· Commitment to health reveals one’s depth of caring for others. Ellen White was intensely practical. Her counsel was easy to understand. In those days before the services of the modern hospital and the latest antibiotics, the extended family often lived under one roof. The elderly and the sick were the burdens of whoever happened to be healthy at the moment.
Mrs. White, observing how heavy that burden fell on young busy mothers and other members of the family, wrote: "Many by their actions have said, ‘It is nobody’s business whether I eat this or that. Whatever we do, we are to bear the consequences ourselves.’ Dear friends, you are greatly mistaken. You are not the only sufferers from a wrong course. The society you are in bears the consequences of your wrongs, in a great degree, as well as yourselves. If you suffer from your intemperance in eating or drinking, we that are around you or associated with you are also affected by your infirmities. We have to suffer on account of your wrong course. . . . If, instead of having a buoyancy of spirit, you are gloomy, you cast a shadow upon the spirits of all around you. . . . We may have a good degree of confidence in our own judgment, yet we want to have counselors; for ‘in the multitude of counselors there is safety’. . . . But what care we for your judgment, if your brain nerve power has been taxed to the utmost, and the vitality withdrawn from the brain to take care of the improper food placed in your stomachs, or of an enormous quantity of even healthful food? . . . Therefore your course of living affects us. It is impossible for you to pursue any wrong course without causing others to suffer."28
· Commitment to health is best motivated by a desire to glorify God in helping others. Paul made it clear that living for the glory of God is the Christian’s highest goal: "Therefore, whether you eat or drink, or whatever you do, do all to the glory of God" (1 Cor. 10:31).
Ellen White frequently focused on this motivation as the "glory of self-sacrificing love. In the light from Calvary it will be seen that the law of self-renouncing love is the law of life for earth and heaven; that the love which ‘seeketh not her own’ has its source in the heart of God."29Side benefits of this highest motivation include longer life and less disease, etc. But if the higher motivation is eclipsed, much of health reform may be self-centered to the neglect of the well-being of others. Caring for one’s health is a spiritual matter, not merely a physical concern.· Commitment to health among the factors relating to a prepared people. Ellen White directly linked a person’s commitment to physical and spiritual health with his or her readiness for eternal life. Here again "restoration"30the goal of The Great Controversy Theme—determined the philosophy of health.
Regarding the kind of people prepared for Jesus’s return, Mrs. White wrote: "We believe without a doubt that Christ is soon coming. . . . When He comes He is not to cleanse us of our sins, to remove from us the defects in our characters, or to cure us of the infirmities of our tempers and dispositions. If wrought for us at all, this work will all be accomplished before that time. When the Lord comes, those who are holy will be holy still. Those who have preserved their bodies and spirits in holiness, in sanctification and honor, will then receive the finishing touch of immortality."31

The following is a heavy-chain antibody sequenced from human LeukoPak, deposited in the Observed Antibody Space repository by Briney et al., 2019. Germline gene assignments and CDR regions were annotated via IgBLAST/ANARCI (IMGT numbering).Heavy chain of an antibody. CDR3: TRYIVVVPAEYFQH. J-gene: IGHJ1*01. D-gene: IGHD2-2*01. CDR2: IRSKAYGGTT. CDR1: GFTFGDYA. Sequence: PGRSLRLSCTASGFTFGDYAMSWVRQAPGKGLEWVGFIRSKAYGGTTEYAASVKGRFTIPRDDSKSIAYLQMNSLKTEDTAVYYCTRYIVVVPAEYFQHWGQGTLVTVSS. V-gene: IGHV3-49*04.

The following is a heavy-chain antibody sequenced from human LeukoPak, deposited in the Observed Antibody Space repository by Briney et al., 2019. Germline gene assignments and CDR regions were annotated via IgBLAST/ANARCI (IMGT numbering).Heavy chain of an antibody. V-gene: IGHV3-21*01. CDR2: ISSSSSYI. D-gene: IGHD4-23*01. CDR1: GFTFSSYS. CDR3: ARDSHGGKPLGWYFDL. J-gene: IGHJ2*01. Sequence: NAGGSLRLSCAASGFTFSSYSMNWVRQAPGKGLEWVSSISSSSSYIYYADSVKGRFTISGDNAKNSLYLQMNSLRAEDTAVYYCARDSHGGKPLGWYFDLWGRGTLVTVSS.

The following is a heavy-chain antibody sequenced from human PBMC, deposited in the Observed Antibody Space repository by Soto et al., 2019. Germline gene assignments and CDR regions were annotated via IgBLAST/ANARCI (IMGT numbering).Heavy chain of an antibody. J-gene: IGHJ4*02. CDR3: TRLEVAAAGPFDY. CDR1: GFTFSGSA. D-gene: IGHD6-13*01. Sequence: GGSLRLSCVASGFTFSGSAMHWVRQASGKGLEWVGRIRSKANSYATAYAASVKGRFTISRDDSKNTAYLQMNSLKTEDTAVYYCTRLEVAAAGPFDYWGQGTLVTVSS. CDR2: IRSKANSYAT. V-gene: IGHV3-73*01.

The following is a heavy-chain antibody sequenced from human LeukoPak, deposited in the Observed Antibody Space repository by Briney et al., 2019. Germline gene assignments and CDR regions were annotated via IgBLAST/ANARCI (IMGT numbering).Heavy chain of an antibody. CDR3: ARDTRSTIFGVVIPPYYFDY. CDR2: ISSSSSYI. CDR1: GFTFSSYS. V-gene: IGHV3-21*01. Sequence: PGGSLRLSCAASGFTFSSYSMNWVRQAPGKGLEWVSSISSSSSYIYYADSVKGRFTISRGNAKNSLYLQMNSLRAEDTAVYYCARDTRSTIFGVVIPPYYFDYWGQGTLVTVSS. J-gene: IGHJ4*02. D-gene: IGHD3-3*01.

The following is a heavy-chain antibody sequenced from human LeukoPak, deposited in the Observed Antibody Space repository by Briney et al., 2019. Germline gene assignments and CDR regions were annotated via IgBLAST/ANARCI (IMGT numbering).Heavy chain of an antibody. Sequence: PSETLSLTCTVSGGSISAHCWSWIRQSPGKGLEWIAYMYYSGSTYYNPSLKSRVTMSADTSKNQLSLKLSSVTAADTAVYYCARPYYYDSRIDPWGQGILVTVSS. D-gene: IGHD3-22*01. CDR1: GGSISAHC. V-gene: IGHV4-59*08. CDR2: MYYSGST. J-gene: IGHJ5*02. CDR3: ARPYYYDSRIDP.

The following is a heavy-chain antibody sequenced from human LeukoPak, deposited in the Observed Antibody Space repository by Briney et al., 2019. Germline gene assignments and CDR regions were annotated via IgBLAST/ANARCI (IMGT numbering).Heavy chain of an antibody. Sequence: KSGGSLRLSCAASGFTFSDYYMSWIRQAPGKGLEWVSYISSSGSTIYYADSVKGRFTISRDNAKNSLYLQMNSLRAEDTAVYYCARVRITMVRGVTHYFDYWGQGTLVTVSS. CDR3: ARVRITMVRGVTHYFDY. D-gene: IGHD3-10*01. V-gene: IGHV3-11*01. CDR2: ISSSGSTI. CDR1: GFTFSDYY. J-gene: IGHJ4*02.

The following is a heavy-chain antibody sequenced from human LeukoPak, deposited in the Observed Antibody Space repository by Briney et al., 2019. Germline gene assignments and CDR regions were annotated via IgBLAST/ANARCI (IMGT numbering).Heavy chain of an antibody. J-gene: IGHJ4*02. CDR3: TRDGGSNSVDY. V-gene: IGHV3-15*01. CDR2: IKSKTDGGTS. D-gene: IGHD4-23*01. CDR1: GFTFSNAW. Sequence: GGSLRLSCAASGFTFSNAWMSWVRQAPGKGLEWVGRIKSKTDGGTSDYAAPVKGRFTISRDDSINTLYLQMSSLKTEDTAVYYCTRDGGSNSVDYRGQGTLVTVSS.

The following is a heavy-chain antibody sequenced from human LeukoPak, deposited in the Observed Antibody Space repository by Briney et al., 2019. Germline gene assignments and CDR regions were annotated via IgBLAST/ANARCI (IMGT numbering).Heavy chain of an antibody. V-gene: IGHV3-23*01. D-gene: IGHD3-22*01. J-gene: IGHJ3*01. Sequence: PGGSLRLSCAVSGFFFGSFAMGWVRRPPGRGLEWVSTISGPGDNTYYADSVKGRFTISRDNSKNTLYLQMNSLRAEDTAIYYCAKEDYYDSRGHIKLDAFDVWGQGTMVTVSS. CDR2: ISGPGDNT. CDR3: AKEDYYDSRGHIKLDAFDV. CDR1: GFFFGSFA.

Not Merely a Difference of Opinion
Uniting or separating the physical from the spiritual is not merely a philosophical issue, nor a matter of only interpersonal differences of opinion. The Kellogg crisis of the late 1890s and early 1900s may have ended up as a power struggle but it rested on issues far deeper than personal opinion. It centered on the future direction of Adventist thought and practice.
At the turn of the century the denomination was struggling with the growing strength of the "right arm."32 The health-message proponents and its growing political (denominational) power seemed to be directing the worldwide program of the church.33 Complicating the confrontation were the aberrant theological views of Dr. Kellogg. At stake was not only the clarity of Adventist theology but also the direction of denominational finances.
Underlying the power struggle was the conviction of the medical leadership, with considerable evidence, that the ministerial leadership accepted only a part of the health message. Some denominational leaders actually resented Kellogg’s enthusiastic endorsement of Mrs. White’s larger view of healthful living—especially in her condemnation of flesh foods. Kellogg found it difficult to accept criticism of his book, The Living Temple, from meat-eating denominational leaders.34
Though wrong, from Kellogg’s point of view Ellen White’s support of the denomination’s "spiritual" leadership in 1901 (in the reorganization that would also limit the health arm) and in her attack on The Living Temple meant that she had been misled and strongly influenced by his enemies. The subsequent rupture between the health emphasis and the ministerial-theological leadership has separated many through the years and unnecessarily complicated the unified voice of the Seventh-day Adventist Church.